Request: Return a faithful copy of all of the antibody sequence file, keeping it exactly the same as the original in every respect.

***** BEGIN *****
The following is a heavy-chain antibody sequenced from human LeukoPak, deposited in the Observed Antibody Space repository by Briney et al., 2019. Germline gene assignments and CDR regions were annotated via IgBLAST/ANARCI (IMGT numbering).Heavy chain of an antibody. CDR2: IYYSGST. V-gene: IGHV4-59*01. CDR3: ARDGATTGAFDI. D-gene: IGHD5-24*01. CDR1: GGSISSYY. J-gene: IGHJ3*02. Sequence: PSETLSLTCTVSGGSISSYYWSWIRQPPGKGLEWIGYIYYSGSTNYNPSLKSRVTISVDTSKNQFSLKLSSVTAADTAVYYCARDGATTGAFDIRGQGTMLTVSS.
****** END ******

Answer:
The following is a heavy-chain antibody sequenced from human LeukoPak, deposited in the Observed Antibody Space repository by Briney et al., 2019. Germline gene assignments and CDR regions were annotated via IgBLAST/ANARCI (IMGT numbering).Heavy chain of an antibody. CDR2: IYYSGST. V-gene: IGHV4-59*01. CDR3: ARDGATTGAFDI. D-gene: IGHD5-24*01. CDR1: GGSISSYY. J-gene: IGHJ3*02. Sequence: PSETLSLTCTVSGGSISSYYWSWIRQPPGKGLEWIGYIYYSGSTNYNPSLKSRVTISVDTSKNQFSLKLSSVTAADTAVYYCARDGATTGAFDIRGQGTMLTVSS.